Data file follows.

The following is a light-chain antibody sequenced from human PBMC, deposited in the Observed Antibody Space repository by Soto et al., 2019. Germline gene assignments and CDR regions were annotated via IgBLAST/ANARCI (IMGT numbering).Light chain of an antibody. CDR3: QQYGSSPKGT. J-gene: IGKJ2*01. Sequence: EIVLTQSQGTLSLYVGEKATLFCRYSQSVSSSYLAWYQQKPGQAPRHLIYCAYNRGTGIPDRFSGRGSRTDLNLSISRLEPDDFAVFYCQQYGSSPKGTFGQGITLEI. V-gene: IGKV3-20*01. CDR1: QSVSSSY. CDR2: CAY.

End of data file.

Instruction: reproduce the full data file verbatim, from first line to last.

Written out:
The following is a light-chain antibody sequenced from human PBMC, deposited in the Observed Antibody Space repository by Soto et al., 2019. Germline gene assignments and CDR regions were annotated via IgBLAST/ANARCI (IMGT numbering).Light chain of an antibody. CDR3: QQYGSSPKGT. J-gene: IGKJ2*01. Sequence: EIVLTQSQGTLSLYVGEKATLFCRYSQSVSSSYLAWYQQKPGQAPRHLIYCAYNRGTGIPDRFSGRGSRTDLNLSISRLEPDDFAVFYCQQYGSSPKGTFGQGITLEI. V-gene: IGKV3-20*01. CDR1: QSVSSSY. CDR2: CAY.